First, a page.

Saturday, 7 February 2015

Vanishings and Reappearances
in the Twittersphere:
Writing on and through Twitter 2

There was a potential poetry model for this in the work of the Russian writer, Linor Goralik. Back in 2011 at the Worlds Conference at UEA she mentioned that she had written a small book of Twitter texts. She did not read from the book at the time, nor have I found it since. There is work of hers in English available through Twitter links and maybe the Twitter poems are there but I haven’t found them. In any case, being on Twitter myself now, it was enough to know that such things existed. Having long been accustomed to working with formal patterns in poetry, the possibilites of such a tiny compass were inviting.

Before I proceed further with twitter I want to take a step back and consider, brielfy, in passing, the internet as a literary space or model.

The model of process
Just the other week on Start the Week, Tom Sutcliffe was talking to two neuroscientists (one of them, Daniel Levitin, also a musician, the other - Margaret Boden - an expert on artificial intelligence), the composer and conductor Ian Page, and the poet Frances Leviston about the idea of the organised mind. Dr Levitin was of the firm view that there is no such thing as multi-tasking, that the brain simply does one hasty job after another and that it drains its resources by doing so and for that reason suggested switching off the internet and focusing on a single task. Organisation, in this sense, was based on exclusion of the irrelevant: Leviston’s view was  that the kind of organisation this proposed was wrong for poetry, that poetry and the other arts prospered under conditions of unorganisation where a mass of apparently unrelated material was available at once.

I was wholly in agreement with Leviston on this point. The internet is a source of both material and method: its multifarious, undiscriminating terrain is a possible model of the writing mind, primarily on the level of association and in terms of rapidity of movement.

  • Off with his head, screamed the queen. And his. And his. And that other one's. I don't trust heads. I don't like your nose.
  • The boy at the queen’s side took out his catapult and shot the man’s nose off. It was his first act in the dynasty.
  • The space where the man’s nose had been was a vacancy that should have been filled. A man without a nose is an offence, said the queen.
  • The queen died. The noseless man’s head was impaled on a pole. All was well in the kingdom now the boy was on the throne.
  • The ghost of the noseless man hovered around the palace corridors. The boy-king had it arrested for nothing less than treason.
  • The generals of the army all had noses but some noses were bigger than others. A degree of consistency was required.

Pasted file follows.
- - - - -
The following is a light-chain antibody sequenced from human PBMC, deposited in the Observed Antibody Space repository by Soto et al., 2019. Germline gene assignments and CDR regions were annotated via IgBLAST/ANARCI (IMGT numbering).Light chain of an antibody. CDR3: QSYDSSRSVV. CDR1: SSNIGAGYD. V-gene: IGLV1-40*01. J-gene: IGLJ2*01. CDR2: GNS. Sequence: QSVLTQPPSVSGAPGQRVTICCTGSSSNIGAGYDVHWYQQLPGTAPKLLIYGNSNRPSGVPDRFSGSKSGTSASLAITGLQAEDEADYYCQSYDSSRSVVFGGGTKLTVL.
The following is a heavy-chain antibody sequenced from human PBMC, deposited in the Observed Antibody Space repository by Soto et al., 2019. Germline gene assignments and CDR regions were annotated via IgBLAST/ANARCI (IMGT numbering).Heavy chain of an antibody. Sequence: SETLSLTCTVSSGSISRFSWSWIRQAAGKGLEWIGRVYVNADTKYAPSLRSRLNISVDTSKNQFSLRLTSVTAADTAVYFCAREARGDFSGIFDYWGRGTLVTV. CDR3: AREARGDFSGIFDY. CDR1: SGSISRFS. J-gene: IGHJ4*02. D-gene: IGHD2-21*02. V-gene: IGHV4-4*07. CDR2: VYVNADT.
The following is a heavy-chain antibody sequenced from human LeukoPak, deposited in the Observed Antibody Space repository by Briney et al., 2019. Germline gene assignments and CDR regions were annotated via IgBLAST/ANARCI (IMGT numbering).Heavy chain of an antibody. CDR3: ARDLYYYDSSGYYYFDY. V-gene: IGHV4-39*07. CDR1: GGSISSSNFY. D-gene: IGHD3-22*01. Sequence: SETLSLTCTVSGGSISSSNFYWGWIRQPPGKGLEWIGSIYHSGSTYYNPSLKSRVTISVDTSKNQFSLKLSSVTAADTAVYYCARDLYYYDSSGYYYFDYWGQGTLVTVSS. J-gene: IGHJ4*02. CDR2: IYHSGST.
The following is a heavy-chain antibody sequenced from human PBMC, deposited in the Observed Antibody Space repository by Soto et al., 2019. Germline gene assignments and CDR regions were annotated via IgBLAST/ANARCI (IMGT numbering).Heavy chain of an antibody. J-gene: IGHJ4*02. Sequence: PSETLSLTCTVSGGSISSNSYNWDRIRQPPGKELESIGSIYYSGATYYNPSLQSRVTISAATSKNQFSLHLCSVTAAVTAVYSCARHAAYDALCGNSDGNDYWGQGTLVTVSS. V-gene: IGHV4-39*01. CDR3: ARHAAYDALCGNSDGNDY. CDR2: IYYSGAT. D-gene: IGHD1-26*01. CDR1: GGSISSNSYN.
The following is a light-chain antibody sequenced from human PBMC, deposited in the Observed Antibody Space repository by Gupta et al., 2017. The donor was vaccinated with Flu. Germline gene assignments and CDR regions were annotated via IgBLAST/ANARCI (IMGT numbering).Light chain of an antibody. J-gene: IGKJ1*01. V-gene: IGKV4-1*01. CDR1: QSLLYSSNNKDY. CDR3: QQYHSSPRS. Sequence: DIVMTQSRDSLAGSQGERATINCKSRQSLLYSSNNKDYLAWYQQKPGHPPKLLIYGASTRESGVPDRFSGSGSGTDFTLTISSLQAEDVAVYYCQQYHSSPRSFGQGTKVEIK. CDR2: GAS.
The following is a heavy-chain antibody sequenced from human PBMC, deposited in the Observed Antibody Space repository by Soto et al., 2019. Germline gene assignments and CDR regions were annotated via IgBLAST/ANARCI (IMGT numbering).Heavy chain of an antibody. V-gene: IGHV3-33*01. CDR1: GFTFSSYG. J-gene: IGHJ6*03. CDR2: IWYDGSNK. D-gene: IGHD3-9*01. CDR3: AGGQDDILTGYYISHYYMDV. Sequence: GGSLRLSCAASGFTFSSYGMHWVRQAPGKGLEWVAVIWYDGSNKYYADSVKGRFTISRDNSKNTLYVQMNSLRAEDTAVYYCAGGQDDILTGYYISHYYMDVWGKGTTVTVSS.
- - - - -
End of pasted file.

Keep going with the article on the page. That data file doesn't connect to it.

A multiplier of identity

There is a now a generation - that of my students and my children, who have grown up with the internet, and can move about it like human ghosts within a familiar and amenable machine. The poet Sam Riviere’s PhD thesis turned out to be his first Faber collection, 81 Austerities. Riviere’s first degree was in Cultural Studies and he had a sophisticated theoretical intelligence that adapted readily to the sensibility - or one of the sensibilities - available on the net. His central interest, as evidenced by the book, was the nature of anonymity or mask, a sort of emptying out whereby the vacuous or mischievous discourses of politics, commerce and self might constitute a new sincerity by reassimilation. The poems in 81 Austerities are mostly in voices other than ‘his‘, that is to say of Riviere as a figure the reader might identify with the voices in the poems. Instead of a personal voice Riviere offered the products of an excellent identifiable ear: a phonic unity.

Twitter contains multitudes as well as multitudes of voices, some familiar as a voice in the pub, some clearly assumed, some heard as through a megaphone. If the question of form - that 140 character limit - is the first consideration, then voice is second. Voice gives birth to form as form conducts voice: the two are indivorcible but the voice is clearer. One might trust to the form to yield up the voice.

The ephemeral, the disparate, and the discontinuous

1. The ephemeral
Twitter is an enormous rushing stream. You throw something in and it is immediately swept away. The ephemerality and brevity of the voice is a given. I’d like to suggest that the same ephemerality haunts our every day conversations. It is mortality by any other name and it is the engine that drives poetry itself. Here the symbol of mortality is compressed into a disposable cry or gesture, a flimsy gravity. As in one of the great silent films,  King Vidor’s ‘The Crowd’ of 1928, the masses sweep along the street, each small tragedy nothing in the traffic of the world....

[To be continued...]

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